Gitanjali Diwakar is a journalist with The Hindu Businessline. In her words, she is 'a Jack of many trades and a master of a few'. She enjoys reading a wide range of books, including fiction and philosophy. Her greatest passions, however, are culture and performing arts.

Gitanjali Diwakar

Covid second wave: Lessons learnt

Gitanjali Diwakar | Updated on June 08, 2021

File photo   -  PTI

Here is what I have learnt during the second wave of the Covid-19 pandemic

The second wave of Covid-19 triggered more fear and concern than the first outbreak. Despite the vaccination drive, the problems pertaining to the country's economy and well-being are still at stake. Here is what I have learnt during this crisis:

1. Rules are meant to be followed NOT bent

The governments at all levels have imposed many restrictions to contain the spread of the infection. These include the use of an e-pass or RT-PCR tests before travelling, stepping out ONLY when necessary (in most cases) it is a medical need, and of course masks as well as social distancing. 'Bending’ these rules is not fair, even if you are not caught by the authorities. It is all to assure your family and you of a long healthy life.

2. Never take personal hygiene for granted

 If you felt that washing your hands, bathing twice a day or washing vegetables and fruits were unnecessary, remember that these simple methods can help combat a deadly near-invisible virus. Nature is the most powerful force of all. Vaccines help and you must get vaccinated. But personal hygiene is a necessity.

3. Local and open is the best

 The pandemic has shown us that the local kirana stores, vegetable markets, kabadiwallas or the likes are the safest for all your all your basic needs. They might not be air-conditioned, but that could be the reason why they are safer options. More importantly, the goods are reasonable and the stocks are often fresh. Supporting our local businessmen is a must.

4. Open spaces and simple pleasures work wonders

With most workplaces being air-conditioned, one is likely to fall sick often at work than when they are not at the office. It is possible for one to work in open spaces and have a relatively fewer people in space. After all, one must breathe while working! The pandemic has led many to think of ways to make buildings more eco-friendly as well as Covid friendly. Also, malls, cinema halls etc may be a fun spot to 'hang-out'. But so are the terraces, gardens and even playgrounds. Also, you save a lot of money and fuel!  

5. Homes can become offices/schools too if planned wisely

The pandemic has got many thinking about alternative options for work and education. But, small cramped up spaces are not the answer. One must have adequate for their work and must be able to step out of that zone post their tasks. Else, one might experience a great deal of mental stress.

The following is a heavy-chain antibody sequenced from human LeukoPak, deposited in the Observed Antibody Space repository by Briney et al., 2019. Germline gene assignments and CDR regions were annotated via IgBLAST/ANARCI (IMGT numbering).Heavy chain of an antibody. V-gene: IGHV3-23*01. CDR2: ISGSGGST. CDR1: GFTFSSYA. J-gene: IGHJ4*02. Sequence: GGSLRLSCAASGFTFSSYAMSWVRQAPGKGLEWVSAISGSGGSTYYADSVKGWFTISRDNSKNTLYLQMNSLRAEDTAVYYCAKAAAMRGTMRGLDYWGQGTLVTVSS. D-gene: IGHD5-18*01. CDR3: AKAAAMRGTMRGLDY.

6. Self-help is the best help

We have taken our cooks, house-keepers, gardeners etc for granted. Sure they make our lives better. But, why they deserve a break too. We can take care of our houses, cook our own foods and maintain our garden as well. It might be hard at first. But in due course of time, we might prefer doing so. Also, in the absence of gyms, these activities will keep you fit.

7. Educate the lower-income groups of financial planning

Most of our construction labourers, domestic help and other members of the society are unaware of investments, fixed deposits, recurring deposits or the schemes provided by their banks. We must educate them, lest they face tougher times ahead.

8. Being sociable is healthy, but be healthy to stay sociable

Human beings are social animals. We never miss a chance to meet a dear one or spend quality time with them. However, in the midst of a communicable ailment, physical interaction must take a back seat. Technology has advanced in many ways. Whatsapp video calls, Skype etc allow one to see the other when they aren't physically before them. This does help to a large extent. You must consider yourself lucky if you can do so.

9. Respect those who have no choice but to serve

Doctors have been working relentlessly since the beginning of the pandemic. It is disheartening to see how they are being treated by citizens who believe them to be otherwise. Many have not rested for over a year and they continue to serve without hesitation. Let us not insult them if they ask for a higher consultation fee, they have families to take care of. Let us not ill-treat them, they are only human. Let us respect them, for they know they continue to keep us alive even when their health is at stake. We must be grateful to the policemen, the delivery boys and all those who have made life easy for us during these tough times. Without them, the country would probably have collapsed. 

Published on June 08, 2021

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